Directed by Sam Raimi
Spider-Man 2 combines all of the strong points of the original Spider-Man movie with an even more interesting villain -- one fine Dr. Otto Octavius (played with just the right flair by Alfred Molina). The decision to a cast summer action film with the quiet, thoughtful Tobey Maguire in the lead and to present Spider-Man as having a vulnerable, self-doubting human side not only made these movies great but - combined with the astronomical box office success of both - will influence how youth-oriented movies will be made for years to come. This departure from the usual formula-driven archetype for action heroes should secure financing for films with thought-provoking, humanized characters like Tobey Maguire's Peter Parker/Spider-Man. Spider-Man 2 is also very well executed in every technical sense: special effects, editing, cinematography, and production design.
I can't heap too much praise on Alfred Molina's Dr. Otto Octavius (Doc Ock for short) - a mad nuclear physicist trying to build a next-generation nuclear power plant. This character is a classic comic villain - a perfect balance is struck between making him funny (the huge mechanical arms attached to his body) and keeping him at least a little scary since he is supposed to terrorize NYC. The film makers resisted the temptation to make him a purely evil, greedy, power-hungry type - Doc Ock is a mad scientist that reminds me of some of the old sci-fi movies of the 1950s and 1960s - not totally evil but just insane and obsessed with his work. I even loved the way he moved - walking and climbing with the mechanical arms. My only regret is that the filmmakers didn't give him even more screen time. It would have been a worthwhile tradeoff to cut some of the human drama (the scenes concerning Peter Parker's back story - the death of his uncle and Aunt May's financial troubles - they were good but, given the choice, I would go with more Doc Ock) in favor of a more detailed development of Doc Ock's background, experiments and plans.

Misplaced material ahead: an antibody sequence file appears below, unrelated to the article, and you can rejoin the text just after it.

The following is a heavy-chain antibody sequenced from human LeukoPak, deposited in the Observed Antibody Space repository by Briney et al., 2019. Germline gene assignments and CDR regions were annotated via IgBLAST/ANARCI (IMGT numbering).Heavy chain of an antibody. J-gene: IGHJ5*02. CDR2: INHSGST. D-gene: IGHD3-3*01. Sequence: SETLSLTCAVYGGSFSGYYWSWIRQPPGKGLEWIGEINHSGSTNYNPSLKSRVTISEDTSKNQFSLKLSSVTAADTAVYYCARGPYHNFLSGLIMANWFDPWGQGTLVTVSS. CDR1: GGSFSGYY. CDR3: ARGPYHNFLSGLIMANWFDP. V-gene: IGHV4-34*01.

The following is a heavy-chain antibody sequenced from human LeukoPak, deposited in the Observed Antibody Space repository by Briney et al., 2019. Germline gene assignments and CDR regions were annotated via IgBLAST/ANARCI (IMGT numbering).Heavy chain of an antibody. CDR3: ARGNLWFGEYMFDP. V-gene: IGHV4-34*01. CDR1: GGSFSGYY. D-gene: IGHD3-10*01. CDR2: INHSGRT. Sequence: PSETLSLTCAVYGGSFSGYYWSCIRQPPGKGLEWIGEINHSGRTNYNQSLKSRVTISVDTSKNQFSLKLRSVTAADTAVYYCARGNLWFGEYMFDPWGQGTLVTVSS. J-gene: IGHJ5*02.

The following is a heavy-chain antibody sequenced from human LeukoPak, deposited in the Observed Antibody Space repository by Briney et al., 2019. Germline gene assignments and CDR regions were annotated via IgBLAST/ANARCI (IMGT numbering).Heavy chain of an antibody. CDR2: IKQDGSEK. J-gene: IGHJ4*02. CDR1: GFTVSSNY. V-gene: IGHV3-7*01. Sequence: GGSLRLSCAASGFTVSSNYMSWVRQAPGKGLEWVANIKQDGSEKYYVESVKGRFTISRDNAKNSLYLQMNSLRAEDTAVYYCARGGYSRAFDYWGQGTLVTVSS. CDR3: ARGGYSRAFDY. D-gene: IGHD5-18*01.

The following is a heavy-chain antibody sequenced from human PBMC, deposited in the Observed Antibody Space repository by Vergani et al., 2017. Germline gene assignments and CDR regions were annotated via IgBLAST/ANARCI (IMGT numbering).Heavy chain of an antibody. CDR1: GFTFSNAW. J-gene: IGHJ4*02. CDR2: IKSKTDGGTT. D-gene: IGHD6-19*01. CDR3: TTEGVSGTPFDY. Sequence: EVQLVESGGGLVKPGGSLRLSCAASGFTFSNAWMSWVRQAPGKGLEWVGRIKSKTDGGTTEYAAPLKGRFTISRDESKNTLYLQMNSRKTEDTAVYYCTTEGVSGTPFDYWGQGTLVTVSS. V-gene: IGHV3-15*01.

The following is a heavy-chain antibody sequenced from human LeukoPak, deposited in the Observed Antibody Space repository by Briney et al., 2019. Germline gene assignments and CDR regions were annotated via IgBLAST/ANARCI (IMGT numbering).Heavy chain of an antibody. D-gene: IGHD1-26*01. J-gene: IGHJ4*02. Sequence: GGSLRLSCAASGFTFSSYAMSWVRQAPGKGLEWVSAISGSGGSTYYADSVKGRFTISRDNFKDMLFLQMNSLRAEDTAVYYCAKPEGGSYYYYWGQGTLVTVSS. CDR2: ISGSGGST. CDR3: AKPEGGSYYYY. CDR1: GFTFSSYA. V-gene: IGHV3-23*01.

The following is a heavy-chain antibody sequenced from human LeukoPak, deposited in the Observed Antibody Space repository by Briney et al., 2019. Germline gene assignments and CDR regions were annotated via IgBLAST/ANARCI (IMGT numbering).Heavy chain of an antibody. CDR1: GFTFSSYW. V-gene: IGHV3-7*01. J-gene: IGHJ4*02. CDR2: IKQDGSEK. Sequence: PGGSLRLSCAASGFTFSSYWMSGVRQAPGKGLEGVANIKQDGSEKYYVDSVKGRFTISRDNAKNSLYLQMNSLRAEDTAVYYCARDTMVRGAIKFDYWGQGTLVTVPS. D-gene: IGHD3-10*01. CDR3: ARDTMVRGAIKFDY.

The fight scenes between Spider-Man and Doc Ock are pure summer-movie fun - very impressive visually but not so graphic that small children should avoid the film. The fight scene on an above-ground train (ok, ok -- so New York hasn't had one of those train tracks in years) was my favorite - I got a very strong sense of movement just sitting in the second row looking up at the big screen. I also like what they did with the romantic angle - Peter Parker and Mary Jane (Kirsten Dunst) - they have a passionate but frustrated and troubled relationship because of Peter's alter ego- you really don't know if they ever will get together. I would have made the film a little more sci-fi and cut some of the chatty drama - but as is, this is a great movie and definitely one to see one the big screen for full impact.
Images are copyright Sony Pictures.
For more information about this film including detailed cast and crew credits, check out The Internet Movie Database by clicking here.